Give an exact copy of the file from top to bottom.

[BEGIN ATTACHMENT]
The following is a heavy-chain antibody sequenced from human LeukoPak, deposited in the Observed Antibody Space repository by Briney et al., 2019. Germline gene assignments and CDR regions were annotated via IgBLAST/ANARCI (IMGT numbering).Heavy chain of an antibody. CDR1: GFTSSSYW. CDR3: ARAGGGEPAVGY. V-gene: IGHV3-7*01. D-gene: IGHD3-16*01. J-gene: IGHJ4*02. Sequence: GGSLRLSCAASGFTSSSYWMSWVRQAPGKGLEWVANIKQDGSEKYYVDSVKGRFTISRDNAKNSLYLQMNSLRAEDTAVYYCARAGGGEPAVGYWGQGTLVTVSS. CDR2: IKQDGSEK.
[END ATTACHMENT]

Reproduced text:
The following is a heavy-chain antibody sequenced from human LeukoPak, deposited in the Observed Antibody Space repository by Briney et al., 2019. Germline gene assignments and CDR regions were annotated via IgBLAST/ANARCI (IMGT numbering).Heavy chain of an antibody. CDR1: GFTSSSYW. CDR3: ARAGGGEPAVGY. V-gene: IGHV3-7*01. D-gene: IGHD3-16*01. J-gene: IGHJ4*02. Sequence: GGSLRLSCAASGFTSSSYWMSWVRQAPGKGLEWVANIKQDGSEKYYVDSVKGRFTISRDNAKNSLYLQMNSLRAEDTAVYYCARAGGGEPAVGYWGQGTLVTVSS. CDR2: IKQDGSEK.